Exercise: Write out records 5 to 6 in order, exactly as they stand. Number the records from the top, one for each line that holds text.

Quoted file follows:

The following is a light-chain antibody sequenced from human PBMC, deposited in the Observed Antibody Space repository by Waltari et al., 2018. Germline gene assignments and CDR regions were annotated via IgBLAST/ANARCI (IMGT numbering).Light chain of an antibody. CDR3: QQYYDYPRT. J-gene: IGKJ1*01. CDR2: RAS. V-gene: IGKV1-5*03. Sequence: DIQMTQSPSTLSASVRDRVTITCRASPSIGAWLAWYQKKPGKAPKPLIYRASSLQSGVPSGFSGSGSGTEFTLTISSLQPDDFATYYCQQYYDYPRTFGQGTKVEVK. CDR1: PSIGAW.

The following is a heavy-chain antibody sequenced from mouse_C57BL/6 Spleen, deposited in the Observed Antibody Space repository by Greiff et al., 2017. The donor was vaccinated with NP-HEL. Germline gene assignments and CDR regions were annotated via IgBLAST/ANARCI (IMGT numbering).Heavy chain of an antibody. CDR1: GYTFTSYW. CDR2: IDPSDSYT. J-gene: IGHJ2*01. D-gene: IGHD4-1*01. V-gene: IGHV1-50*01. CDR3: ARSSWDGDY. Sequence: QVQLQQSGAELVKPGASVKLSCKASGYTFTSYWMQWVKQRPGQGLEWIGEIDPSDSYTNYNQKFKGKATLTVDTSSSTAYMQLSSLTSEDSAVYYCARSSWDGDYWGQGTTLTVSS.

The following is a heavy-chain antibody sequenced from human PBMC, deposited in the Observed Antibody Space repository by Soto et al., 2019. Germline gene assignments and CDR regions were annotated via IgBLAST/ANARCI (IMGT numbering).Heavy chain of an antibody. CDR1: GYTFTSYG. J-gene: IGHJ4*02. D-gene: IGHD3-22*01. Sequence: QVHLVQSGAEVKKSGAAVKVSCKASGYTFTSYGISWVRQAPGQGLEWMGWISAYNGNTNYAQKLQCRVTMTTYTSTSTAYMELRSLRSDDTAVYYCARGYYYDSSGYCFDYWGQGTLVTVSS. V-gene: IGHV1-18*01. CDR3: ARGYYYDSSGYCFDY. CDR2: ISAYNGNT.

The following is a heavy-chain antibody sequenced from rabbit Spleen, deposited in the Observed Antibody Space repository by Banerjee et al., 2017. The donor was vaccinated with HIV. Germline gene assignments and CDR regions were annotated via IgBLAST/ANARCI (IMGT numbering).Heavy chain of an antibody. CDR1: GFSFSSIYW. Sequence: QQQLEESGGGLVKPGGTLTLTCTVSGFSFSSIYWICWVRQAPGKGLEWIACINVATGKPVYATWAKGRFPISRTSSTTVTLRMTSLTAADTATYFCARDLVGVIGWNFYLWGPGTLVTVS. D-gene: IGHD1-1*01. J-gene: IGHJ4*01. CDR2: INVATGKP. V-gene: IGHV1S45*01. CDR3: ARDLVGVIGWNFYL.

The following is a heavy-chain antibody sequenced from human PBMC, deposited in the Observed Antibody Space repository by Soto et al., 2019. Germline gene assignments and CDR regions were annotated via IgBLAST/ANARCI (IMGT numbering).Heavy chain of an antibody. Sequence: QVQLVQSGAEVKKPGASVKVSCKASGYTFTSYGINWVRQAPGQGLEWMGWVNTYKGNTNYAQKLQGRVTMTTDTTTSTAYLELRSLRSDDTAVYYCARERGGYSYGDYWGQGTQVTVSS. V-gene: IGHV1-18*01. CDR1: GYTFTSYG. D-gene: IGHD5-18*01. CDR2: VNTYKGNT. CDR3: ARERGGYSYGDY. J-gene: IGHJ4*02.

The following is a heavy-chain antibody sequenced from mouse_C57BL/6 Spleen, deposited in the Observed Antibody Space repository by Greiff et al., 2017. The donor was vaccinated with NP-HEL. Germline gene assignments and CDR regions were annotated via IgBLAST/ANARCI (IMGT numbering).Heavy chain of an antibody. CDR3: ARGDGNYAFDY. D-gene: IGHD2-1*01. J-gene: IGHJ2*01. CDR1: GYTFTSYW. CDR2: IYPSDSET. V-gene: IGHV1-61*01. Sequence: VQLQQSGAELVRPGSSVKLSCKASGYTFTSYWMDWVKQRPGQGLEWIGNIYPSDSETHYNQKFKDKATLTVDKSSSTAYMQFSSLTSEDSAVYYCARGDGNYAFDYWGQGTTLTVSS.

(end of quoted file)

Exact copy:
The following is a heavy-chain antibody sequenced from human PBMC, deposited in the Observed Antibody Space repository by Soto et al., 2019. Germline gene assignments and CDR regions were annotated via IgBLAST/ANARCI (IMGT numbering).Heavy chain of an antibody. Sequence: QVQLVQSGAEVKKPGASVKVSCKASGYTFTSYGINWVRQAPGQGLEWMGWVNTYKGNTNYAQKLQGRVTMTTDTTTSTAYLELRSLRSDDTAVYYCARERGGYSYGDYWGQGTQVTVSS. V-gene: IGHV1-18*01. CDR1: GYTFTSYG. D-gene: IGHD5-18*01. CDR2: VNTYKGNT. CDR3: ARERGGYSYGDY. J-gene: IGHJ4*02.

The following is a heavy-chain antibody sequenced from mouse_C57BL/6 Spleen, deposited in the Observed Antibody Space repository by Greiff et al., 2017. The donor was vaccinated with NP-HEL. Germline gene assignments and CDR regions were annotated via IgBLAST/ANARCI (IMGT numbering).Heavy chain of an antibody. CDR3: ARGDGNYAFDY. D-gene: IGHD2-1*01. J-gene: IGHJ2*01. CDR1: GYTFTSYW. CDR2: IYPSDSET. V-gene: IGHV1-61*01. Sequence: VQLQQSGAELVRPGSSVKLSCKASGYTFTSYWMDWVKQRPGQGLEWIGNIYPSDSETHYNQKFKDKATLTVDKSSSTAYMQFSSLTSEDSAVYYCARGDGNYAFDYWGQGTTLTVSS.